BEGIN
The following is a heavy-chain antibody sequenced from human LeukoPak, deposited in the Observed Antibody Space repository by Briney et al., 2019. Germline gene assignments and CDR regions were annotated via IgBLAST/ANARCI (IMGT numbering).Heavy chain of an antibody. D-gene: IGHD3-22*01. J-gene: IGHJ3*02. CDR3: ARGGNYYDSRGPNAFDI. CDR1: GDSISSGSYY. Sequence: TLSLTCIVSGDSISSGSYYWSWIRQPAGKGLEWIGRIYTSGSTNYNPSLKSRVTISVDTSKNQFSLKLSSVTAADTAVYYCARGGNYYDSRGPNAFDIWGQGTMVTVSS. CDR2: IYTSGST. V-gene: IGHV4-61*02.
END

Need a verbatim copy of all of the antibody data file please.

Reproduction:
The following is a heavy-chain antibody sequenced from human LeukoPak, deposited in the Observed Antibody Space repository by Briney et al., 2019. Germline gene assignments and CDR regions were annotated via IgBLAST/ANARCI (IMGT numbering).Heavy chain of an antibody. D-gene: IGHD3-22*01. J-gene: IGHJ3*02. CDR3: ARGGNYYDSRGPNAFDI. CDR1: GDSISSGSYY. Sequence: TLSLTCIVSGDSISSGSYYWSWIRQPAGKGLEWIGRIYTSGSTNYNPSLKSRVTISVDTSKNQFSLKLSSVTAADTAVYYCARGGNYYDSRGPNAFDIWGQGTMVTVSS. CDR2: IYTSGST. V-gene: IGHV4-61*02.